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I would also argue the framework is too shallow, narrow, and does not cover all the required steps to solve the ENTIRE problem at hand and to present an approach for the ENTIRETY of the case. It is about showing from A-Z everything you want to do based on the GOAL and the SCOPE of the case. This just represents one possible CONTENT framework for the first couple of minutes of the case.

This kind of skill, structuring to MBB level, making sure the structure involved both PROCESS steps and CONTENT frameworks covering the entire problem and providing roadmaps for the entire case interview is exactly what I focus on with my coachees. Reach out if interested.

In any case, best of luck with the rest of the process!

I would also argue the framework is too shallow, narrow, and does not cover all the required steps to solve the ENTIRE problem at hand and to present an approach for the ENTIRETY of the case. It is about showing from A-Z everything you want to do based on the GOAL and the SCOPE of the case. This just represents one possible CONTENT framework for the first couple of minutes of the case.

This kind of skill, structuring to MBB level, making sure the structure involved both PROCESS steps and CONTENT frameworks covering the entire problem and providing roadmaps for the entire case interview is exactly what I focus on with my coachees. Reach out if interested.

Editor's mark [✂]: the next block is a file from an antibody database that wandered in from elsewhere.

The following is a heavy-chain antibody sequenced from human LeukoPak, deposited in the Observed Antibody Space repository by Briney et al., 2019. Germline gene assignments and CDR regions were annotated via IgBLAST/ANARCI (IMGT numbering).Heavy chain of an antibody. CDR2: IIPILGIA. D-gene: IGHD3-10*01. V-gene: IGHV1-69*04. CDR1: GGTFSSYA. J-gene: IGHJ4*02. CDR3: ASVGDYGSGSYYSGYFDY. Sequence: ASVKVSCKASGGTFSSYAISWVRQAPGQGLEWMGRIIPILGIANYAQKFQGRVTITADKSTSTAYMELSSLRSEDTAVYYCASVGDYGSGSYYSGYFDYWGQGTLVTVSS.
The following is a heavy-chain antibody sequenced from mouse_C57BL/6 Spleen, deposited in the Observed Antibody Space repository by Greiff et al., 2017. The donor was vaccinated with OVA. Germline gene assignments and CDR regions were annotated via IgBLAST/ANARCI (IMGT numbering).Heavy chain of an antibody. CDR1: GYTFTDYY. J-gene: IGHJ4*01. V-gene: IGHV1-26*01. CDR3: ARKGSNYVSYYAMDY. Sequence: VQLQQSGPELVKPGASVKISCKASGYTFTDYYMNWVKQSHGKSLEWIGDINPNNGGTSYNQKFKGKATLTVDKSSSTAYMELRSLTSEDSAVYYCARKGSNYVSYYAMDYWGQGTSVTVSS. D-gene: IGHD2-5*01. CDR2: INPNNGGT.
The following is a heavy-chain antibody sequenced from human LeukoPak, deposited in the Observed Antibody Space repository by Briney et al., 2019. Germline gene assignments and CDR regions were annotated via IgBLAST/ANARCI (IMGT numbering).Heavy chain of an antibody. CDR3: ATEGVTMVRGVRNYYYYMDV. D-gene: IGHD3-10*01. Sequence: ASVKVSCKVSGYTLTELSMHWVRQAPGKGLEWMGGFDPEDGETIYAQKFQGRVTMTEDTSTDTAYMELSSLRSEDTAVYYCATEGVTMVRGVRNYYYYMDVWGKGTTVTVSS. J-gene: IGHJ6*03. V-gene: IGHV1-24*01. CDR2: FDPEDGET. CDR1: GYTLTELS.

In any case, best of luck with the rest of the process!

(edited)

I understand, just as a follow up on this, as I understand it, we have only a few moments to explain the framework, the depth / width of the what - else questions my interviewer was asking could not have been covered in this time, with regard to that, do you think that was him pressure testing or is that level of width / depth expected in the framework answer itself? — Anonymous A on Mar 25, 2021

In the answer itself. You want to give / present everything I mentioned when you come back from your time off structuring. — Denis on Mar 25, 2021